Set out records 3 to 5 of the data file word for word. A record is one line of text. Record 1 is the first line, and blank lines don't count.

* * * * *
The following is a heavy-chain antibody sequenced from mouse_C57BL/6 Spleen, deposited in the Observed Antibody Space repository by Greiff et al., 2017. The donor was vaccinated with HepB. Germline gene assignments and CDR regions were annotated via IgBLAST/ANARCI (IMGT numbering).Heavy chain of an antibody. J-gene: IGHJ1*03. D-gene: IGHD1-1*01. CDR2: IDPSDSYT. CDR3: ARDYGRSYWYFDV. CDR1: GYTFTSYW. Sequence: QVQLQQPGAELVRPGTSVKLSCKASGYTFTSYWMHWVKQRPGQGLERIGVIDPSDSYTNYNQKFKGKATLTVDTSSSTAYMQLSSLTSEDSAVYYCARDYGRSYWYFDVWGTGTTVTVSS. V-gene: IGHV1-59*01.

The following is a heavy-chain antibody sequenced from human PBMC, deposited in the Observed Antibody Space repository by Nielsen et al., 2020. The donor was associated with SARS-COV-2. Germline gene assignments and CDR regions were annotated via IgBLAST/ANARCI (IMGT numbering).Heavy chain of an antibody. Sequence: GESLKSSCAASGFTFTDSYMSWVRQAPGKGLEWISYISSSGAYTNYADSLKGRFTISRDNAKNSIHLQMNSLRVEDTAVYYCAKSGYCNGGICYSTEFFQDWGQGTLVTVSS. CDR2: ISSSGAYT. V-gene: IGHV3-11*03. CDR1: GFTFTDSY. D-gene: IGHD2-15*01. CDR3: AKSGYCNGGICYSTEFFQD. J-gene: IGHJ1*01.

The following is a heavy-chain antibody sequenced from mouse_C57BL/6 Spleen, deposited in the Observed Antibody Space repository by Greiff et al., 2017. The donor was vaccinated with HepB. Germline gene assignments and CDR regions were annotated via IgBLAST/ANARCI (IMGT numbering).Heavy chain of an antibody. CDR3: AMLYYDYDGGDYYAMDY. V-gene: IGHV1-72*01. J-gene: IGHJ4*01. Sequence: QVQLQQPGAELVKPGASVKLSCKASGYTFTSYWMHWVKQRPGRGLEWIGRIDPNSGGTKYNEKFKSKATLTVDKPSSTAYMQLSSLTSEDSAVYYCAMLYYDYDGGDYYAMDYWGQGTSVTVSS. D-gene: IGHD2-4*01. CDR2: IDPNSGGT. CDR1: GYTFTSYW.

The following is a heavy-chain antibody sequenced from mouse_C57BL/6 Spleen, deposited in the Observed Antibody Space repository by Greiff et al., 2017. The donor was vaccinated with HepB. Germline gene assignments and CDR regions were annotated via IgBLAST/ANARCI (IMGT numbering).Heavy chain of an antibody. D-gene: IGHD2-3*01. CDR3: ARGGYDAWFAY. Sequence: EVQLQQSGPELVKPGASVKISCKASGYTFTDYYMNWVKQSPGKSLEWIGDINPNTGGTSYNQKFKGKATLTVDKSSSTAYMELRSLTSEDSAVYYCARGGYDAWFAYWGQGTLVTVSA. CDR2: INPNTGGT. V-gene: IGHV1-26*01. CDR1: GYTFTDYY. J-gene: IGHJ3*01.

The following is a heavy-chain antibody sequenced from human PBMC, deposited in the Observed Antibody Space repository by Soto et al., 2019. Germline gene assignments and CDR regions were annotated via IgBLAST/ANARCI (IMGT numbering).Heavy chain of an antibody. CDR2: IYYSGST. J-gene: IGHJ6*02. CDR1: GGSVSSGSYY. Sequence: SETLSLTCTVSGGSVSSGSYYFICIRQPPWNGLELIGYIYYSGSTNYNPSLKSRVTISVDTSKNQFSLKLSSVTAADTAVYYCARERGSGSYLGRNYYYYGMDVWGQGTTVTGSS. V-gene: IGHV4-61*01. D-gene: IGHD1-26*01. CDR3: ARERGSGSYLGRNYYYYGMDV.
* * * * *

The following is a heavy-chain antibody sequenced from mouse_C57BL/6 Spleen, deposited in the Observed Antibody Space repository by Greiff et al., 2017. The donor was vaccinated with HepB. Germline gene assignments and CDR regions were annotated via IgBLAST/ANARCI (IMGT numbering).Heavy chain of an antibody. CDR3: AMLYYDYDGGDYYAMDY. V-gene: IGHV1-72*01. J-gene: IGHJ4*01. Sequence: QVQLQQPGAELVKPGASVKLSCKASGYTFTSYWMHWVKQRPGRGLEWIGRIDPNSGGTKYNEKFKSKATLTVDKPSSTAYMQLSSLTSEDSAVYYCAMLYYDYDGGDYYAMDYWGQGTSVTVSS. D-gene: IGHD2-4*01. CDR2: IDPNSGGT. CDR1: GYTFTSYW.

The following is a heavy-chain antibody sequenced from mouse_C57BL/6 Spleen, deposited in the Observed Antibody Space repository by Greiff et al., 2017. The donor was vaccinated with HepB. Germline gene assignments and CDR regions were annotated via IgBLAST/ANARCI (IMGT numbering).Heavy chain of an antibody. D-gene: IGHD2-3*01. CDR3: ARGGYDAWFAY. Sequence: EVQLQQSGPELVKPGASVKISCKASGYTFTDYYMNWVKQSPGKSLEWIGDINPNTGGTSYNQKFKGKATLTVDKSSSTAYMELRSLTSEDSAVYYCARGGYDAWFAYWGQGTLVTVSA. CDR2: INPNTGGT. V-gene: IGHV1-26*01. CDR1: GYTFTDYY. J-gene: IGHJ3*01.

The following is a heavy-chain antibody sequenced from human PBMC, deposited in the Observed Antibody Space repository by Soto et al., 2019. Germline gene assignments and CDR regions were annotated via IgBLAST/ANARCI (IMGT numbering).Heavy chain of an antibody. CDR2: IYYSGST. J-gene: IGHJ6*02. CDR1: GGSVSSGSYY. Sequence: SETLSLTCTVSGGSVSSGSYYFICIRQPPWNGLELIGYIYYSGSTNYNPSLKSRVTISVDTSKNQFSLKLSSVTAADTAVYYCARERGSGSYLGRNYYYYGMDVWGQGTTVTGSS. V-gene: IGHV4-61*01. D-gene: IGHD1-26*01. CDR3: ARERGSGSYLGRNYYYYGMDV.